‘A child born in wedlock, though born within a month or a day after marriage, is legitimate by presumption of law; and where the mother was visibly pregnant at the marriage, it is a presumption juris et de jure that the child was the offspring of the husband.’

And in Rhyne v. Hoffman, 6 Jones, Eq. 335, the court quote with approval a quotation from 1 Rolls, Abr. 358, and 2 Bac. Abr. 84, as follows: ‘That if a woman, big with child by A., marry B., and then the child be born, it is the legitimate child of B.’ It has been held in a large number of cases, both in England and America, that the wife is not a competent witness to prove non-access of the husband, whether the child was begotten before or after marriage. In Rex v. Reading, Lee Temp. Hardw. 83, Lord HARDWICKE said:

‘It must be of very dangerous consequence to lay it down in general that a wife should be a sufficient sole evidence to bastardize her child, and to discharge her husband of the burden of its maintenance.’

Similar language is used by Lord ELLENBOROUGH in [Ohio St. 477]King v. Luffe, 8 East, 193, and in various English authorities. The reason for this rule is stated in Tioga Co. v. South Creek Tp., 75 Pa. St. 433, in the following language:

‘That issue born in wedlock, though begotten before, is presumptively legitimate, is an axiom of law so well established that to cite authorities in support of it would be mere waste of time. So the rule that the parents will not be permitted to prove non-access for the purpose of bastardizing such issue, is just as well settled. Many reasons have been given for this rule. Prominent among them is the idea that the admission of such testimony would be unseemly and scandalous, and this not so much from the fact that it reveals immoral conduct upon the part of the parents as because of the effect it may have upon the child, who is in no fault, but who must, nevertheless, be the chief sufferer thereby. That the parents should be permitted to bastardize the child is a proposition which shocks our sense of right and decency, and hence the rule of law that forbids it.’

This doctrine is recognized in Parker v. Way, 15 N. H. 45;Davis v. Houston, 2 Yeates, 289;Page v. Dennison, 1 Grant, Cas. 377; S. C. 29 Pa. St. 420, and in that case the court, in addition, hold that--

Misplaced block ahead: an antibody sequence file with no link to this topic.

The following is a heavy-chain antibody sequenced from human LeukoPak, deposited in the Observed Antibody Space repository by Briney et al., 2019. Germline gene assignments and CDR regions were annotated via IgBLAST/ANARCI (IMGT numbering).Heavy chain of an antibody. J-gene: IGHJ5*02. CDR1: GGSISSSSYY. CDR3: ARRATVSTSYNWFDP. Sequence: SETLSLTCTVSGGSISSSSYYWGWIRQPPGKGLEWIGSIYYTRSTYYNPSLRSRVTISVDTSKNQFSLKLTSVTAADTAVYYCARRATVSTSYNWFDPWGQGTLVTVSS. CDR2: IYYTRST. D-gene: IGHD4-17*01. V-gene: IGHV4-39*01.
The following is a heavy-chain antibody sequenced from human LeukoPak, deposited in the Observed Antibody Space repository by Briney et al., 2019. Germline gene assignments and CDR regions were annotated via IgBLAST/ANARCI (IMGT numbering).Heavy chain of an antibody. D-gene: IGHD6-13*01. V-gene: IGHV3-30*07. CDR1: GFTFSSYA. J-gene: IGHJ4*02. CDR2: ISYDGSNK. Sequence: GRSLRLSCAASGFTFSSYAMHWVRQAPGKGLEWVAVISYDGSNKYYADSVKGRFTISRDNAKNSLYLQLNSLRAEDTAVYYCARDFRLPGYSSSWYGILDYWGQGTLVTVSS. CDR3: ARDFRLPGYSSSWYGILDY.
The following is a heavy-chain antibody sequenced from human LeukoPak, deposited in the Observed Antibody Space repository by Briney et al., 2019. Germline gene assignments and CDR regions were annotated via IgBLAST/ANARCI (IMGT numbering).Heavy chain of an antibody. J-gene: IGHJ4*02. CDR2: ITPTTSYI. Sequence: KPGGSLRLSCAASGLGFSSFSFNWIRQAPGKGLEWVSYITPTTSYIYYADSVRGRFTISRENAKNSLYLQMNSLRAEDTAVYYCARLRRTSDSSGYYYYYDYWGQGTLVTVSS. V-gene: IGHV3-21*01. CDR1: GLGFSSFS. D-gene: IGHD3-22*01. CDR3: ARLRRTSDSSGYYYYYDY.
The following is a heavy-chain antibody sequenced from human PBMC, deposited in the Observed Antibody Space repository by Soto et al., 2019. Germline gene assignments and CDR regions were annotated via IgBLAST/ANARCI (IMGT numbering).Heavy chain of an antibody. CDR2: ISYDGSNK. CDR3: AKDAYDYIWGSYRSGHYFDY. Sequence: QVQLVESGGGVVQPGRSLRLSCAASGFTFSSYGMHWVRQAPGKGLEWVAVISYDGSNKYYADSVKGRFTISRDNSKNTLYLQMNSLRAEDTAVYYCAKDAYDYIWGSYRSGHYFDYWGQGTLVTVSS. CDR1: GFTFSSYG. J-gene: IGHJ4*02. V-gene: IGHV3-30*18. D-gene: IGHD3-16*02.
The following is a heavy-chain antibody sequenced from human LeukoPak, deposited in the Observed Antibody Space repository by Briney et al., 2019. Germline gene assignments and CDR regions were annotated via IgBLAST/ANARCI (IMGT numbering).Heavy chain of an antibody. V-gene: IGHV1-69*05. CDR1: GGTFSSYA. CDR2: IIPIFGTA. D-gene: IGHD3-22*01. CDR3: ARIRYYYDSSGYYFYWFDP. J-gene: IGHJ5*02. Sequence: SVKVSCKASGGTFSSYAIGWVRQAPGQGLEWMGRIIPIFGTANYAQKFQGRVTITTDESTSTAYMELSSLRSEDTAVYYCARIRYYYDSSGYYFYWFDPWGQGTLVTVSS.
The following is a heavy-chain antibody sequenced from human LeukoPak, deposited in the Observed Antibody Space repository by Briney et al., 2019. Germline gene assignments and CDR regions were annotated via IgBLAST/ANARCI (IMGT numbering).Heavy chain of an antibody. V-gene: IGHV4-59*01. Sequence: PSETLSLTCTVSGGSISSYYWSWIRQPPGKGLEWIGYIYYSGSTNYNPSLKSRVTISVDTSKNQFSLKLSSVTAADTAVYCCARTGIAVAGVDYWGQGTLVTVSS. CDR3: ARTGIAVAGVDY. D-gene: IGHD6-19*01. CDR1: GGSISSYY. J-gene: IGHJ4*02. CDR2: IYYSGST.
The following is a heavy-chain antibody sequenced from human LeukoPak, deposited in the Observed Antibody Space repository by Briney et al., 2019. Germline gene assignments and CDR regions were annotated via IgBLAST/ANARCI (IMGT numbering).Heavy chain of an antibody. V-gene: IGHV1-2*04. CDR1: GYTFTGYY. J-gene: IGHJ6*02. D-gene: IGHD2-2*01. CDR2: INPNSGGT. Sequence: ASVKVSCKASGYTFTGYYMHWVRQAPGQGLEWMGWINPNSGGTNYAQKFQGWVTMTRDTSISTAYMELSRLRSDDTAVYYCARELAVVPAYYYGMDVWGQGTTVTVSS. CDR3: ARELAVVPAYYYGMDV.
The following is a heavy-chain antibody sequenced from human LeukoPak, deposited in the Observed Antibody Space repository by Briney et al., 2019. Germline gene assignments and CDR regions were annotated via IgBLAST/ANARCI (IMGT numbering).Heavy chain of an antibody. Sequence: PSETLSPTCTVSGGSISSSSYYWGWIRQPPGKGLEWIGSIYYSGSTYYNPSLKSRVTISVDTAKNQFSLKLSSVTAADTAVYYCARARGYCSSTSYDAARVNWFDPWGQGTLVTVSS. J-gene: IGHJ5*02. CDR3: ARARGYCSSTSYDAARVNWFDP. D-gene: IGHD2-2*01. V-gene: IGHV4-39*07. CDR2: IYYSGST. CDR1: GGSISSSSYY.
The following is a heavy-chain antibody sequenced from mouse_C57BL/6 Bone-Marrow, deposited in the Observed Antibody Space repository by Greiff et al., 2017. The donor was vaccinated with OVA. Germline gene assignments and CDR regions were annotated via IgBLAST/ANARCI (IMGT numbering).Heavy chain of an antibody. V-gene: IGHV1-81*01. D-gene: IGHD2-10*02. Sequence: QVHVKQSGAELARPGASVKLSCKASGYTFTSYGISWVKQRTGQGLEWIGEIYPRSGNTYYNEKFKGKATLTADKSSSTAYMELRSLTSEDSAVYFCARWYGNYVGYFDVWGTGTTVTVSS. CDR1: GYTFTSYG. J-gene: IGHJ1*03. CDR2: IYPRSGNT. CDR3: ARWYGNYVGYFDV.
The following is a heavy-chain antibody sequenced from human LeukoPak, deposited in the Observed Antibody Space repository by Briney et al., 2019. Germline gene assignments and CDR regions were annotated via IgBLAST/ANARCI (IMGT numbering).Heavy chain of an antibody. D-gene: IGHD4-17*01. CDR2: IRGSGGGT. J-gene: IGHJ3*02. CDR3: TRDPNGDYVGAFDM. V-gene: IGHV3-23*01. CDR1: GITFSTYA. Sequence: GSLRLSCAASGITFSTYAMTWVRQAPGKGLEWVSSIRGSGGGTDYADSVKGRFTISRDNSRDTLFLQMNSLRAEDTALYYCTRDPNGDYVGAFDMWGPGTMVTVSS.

‘Whether the child is begotten in or out of wedlock, if marriage precedes the birth, the presumption of paternity is the same, and can only be bastardized by proof of non-access. The wife is not a competent witness to prove non-access on the part of her husband, and that her child, begotten before, but born during, wedlock, was not begotten by him.’

On the same point, see State v. Wilson, 10 Ired. 131, and State v. Herman, 13 Ired. 502, in both of which cases the pregnancy preceded the...

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42 cases
  • Clark v. State
    • United States
    • Maryland Court of Appeals
    • November 14, 1955
    ...of the marriage for fraud. As we have noted, Bishop draws the same distinction. So, too, does the Ohio case of Miller v. Anderson, 43 Ohio St. 473, 3 N.E. 605 (supra, Note 3)--in which the Court distinguished an earlier case where it was not shown that the husband knew of the pregnancy at t......
  • R. D. S. v. S. L. S.
    • United States
    • Indiana Appellate Court
    • March 26, 1980
    ...child at birth and is held liable for its support as one standing in loco parentis. This principle was stated in Miller v. Anderson, (1885) 43 Ohio St. 473, 3 N.E. 605, 608: If another man, not the father of the unborn child, elects to stand in loco parentis to the child, the law will estee......
  • Hall v. Rosen, 76-971
    • United States
    • Ohio Supreme Court
    • June 8, 1977
    ...of her condition and thereby consents to stand in loco parentis to such child and to being the father of the child. (Miller v. Anderson, 43 Ohio St. 473, 3 N.E. 605, approved and In June 1973, Patricia Hall (appellee) filed a complaint on behalf of herself and Lisa Renee Ross, her minor chi......
  • Carson v. Carson
    • United States
    • Ohio Court of Appeals
    • May 1, 1989
    ...children born during the marriage are the children of the husband. In support of her argument, appellant relies upon Miller v. Anderson (1885), 43 Ohio St. 473, 3 N.E. 605, and Hall v. Rosen (1977), 50 Ohio St.2d 135, 4 O.O.3d 336, 363 N.E.2d 725. In both of these cases, the Ohio Supreme Co......